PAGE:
A young girl wearing glasses holds a paper craft project she made
Miann Wilson was a student in my Fall 2014 First-Year Seminar course.

In addition to my ongoing writing assignments, I am an adjunct professor in the Journalism and First-Year Seminar departments at Columbia College Chicago. I have taught half a dozen or so different courses over the past two decades. Each one took a couple of semesters before I felt at ease with the material and its presentation. Here I share some of the lessons I’ve learned that may smooth your own teaching semester. And, please share your advice as well!

* First-day introductions. Yes, it’s hokey, but do it anyway. I used to skip this exercise in the mistaken belief that they all knew each other, but they don’t. Commuter students in particular have a difficult time making campus connections.

If you simply tell students to introduce themselves, they will rotely give their names, hometowns and majors. Period. Ask them to share the best day of their lives or to reveal something surprising about themselves. I often ask my First-Year Seminar students whether rabbits should be allowed to vote.

(The question is not totally bizarre: Later in the semester, we discuss the rights and responsibilities of humans versus non-humans, and, ultimately, in the Mary Shelley novel “Frankenstein,” who is guilty of the crimes–the creature or his creator?)

* Repeat, repeat, repeat. When I was a younger teacher, I thought saying something once was sufficient. It isn’t. I repeat assignments, summarize lectures, review student work in the classroom for good and bad examples (anonymously, of course). I comb celebrity and trending news to reiterate a point or concept. Sometimes I feel as though I am driving myself to catatonia, but I also get better papers and fewer missed deadlines.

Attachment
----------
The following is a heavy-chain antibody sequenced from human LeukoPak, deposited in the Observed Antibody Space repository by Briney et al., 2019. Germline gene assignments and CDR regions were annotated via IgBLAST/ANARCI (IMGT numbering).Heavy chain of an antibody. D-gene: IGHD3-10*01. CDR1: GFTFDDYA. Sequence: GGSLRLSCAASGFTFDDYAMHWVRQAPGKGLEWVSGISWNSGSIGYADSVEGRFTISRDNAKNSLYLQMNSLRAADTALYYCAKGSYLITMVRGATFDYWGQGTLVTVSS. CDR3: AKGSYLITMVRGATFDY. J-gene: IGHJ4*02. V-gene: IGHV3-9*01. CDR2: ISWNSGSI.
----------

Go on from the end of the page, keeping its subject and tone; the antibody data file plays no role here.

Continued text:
* Plan for syllabus mishaps. No matter how hard you prepare or how much confirmation you do, on some days plans go awry. Maybe your speaker cancels at the last minute. Maybe the DVD you intended to show won’t play. Always have an extra lesson plan or activity ready (handouts photocopied, presentation loaded onto a flash drive, a local field trip figured out, etc.) just in case. You will thank me for this one.

* Relax. It’s scary to face new students at the beginning of the semester. Remember, they are afraid of you as well. They also trust you. You are their expert. It’s okay if you show them nine ways to properly use a comma but forget the tenth one. They’ll figure it out, or they won’t need it to live satisfactory lives. And after a few class sessions, you’ll be able to tell apart Kristin, Christy and Chrissi.

* You are not entertaining. Year ago, before I came to Columbia, I had a story assignment to interview graduate students about their teaching experiences. One of them said: “From the deadpan faces in my classroom, I learned that I am not nearly as funny as I think I am.” You aren’t, either. But the students can be funnier than you ever imagined. Enjoy the laughs.